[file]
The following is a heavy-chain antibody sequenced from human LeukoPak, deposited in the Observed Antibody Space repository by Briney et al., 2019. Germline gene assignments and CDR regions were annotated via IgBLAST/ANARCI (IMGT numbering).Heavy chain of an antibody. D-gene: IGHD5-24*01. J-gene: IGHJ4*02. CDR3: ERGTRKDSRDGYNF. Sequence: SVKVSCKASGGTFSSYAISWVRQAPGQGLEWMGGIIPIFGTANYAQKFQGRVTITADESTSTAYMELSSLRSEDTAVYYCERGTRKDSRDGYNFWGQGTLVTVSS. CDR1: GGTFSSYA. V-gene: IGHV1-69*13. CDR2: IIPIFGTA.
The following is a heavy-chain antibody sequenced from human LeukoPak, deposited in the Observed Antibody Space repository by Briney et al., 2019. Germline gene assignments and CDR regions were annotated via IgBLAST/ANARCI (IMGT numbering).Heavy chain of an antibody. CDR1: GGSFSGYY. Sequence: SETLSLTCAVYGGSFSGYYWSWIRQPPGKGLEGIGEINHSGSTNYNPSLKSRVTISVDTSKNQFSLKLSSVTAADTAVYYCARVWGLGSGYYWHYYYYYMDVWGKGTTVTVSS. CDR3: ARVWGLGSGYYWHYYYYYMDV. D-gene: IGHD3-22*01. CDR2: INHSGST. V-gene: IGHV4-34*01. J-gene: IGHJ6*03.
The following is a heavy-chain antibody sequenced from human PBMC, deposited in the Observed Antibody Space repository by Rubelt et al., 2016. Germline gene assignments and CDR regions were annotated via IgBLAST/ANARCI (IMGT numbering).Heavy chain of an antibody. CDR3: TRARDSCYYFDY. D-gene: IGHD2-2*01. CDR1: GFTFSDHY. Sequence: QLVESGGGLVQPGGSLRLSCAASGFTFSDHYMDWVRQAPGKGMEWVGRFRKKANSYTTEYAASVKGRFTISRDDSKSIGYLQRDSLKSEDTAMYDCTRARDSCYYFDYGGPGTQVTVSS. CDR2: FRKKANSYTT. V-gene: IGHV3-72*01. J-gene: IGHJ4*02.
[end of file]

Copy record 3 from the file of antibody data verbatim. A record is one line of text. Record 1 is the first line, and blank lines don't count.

The following is a heavy-chain antibody sequenced from human PBMC, deposited in the Observed Antibody Space repository by Rubelt et al., 2016. Germline gene assignments and CDR regions were annotated via IgBLAST/ANARCI (IMGT numbering).Heavy chain of an antibody. CDR3: TRARDSCYYFDY. D-gene: IGHD2-2*01. CDR1: GFTFSDHY. Sequence: QLVESGGGLVQPGGSLRLSCAASGFTFSDHYMDWVRQAPGKGMEWVGRFRKKANSYTTEYAASVKGRFTISRDDSKSIGYLQRDSLKSEDTAMYDCTRARDSCYYFDYGGPGTQVTVSS. CDR2: FRKKANSYTT. V-gene: IGHV3-72*01. J-gene: IGHJ4*02.